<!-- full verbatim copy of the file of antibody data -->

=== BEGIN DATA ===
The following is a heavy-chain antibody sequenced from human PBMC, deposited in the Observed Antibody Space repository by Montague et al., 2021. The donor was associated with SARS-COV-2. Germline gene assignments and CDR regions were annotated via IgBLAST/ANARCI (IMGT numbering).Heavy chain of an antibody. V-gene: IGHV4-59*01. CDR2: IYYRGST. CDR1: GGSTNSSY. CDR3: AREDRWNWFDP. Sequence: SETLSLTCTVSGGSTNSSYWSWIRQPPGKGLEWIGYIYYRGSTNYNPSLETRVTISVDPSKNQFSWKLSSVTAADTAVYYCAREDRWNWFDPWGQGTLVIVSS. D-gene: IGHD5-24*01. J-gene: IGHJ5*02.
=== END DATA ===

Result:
The following is a heavy-chain antibody sequenced from human PBMC, deposited in the Observed Antibody Space repository by Montague et al., 2021. The donor was associated with SARS-COV-2. Germline gene assignments and CDR regions were annotated via IgBLAST/ANARCI (IMGT numbering).Heavy chain of an antibody. V-gene: IGHV4-59*01. CDR2: IYYRGST. CDR1: GGSTNSSY. CDR3: AREDRWNWFDP. Sequence: SETLSLTCTVSGGSTNSSYWSWIRQPPGKGLEWIGYIYYRGSTNYNPSLETRVTISVDPSKNQFSWKLSSVTAADTAVYYCAREDRWNWFDPWGQGTLVIVSS. D-gene: IGHD5-24*01. J-gene: IGHJ5*02.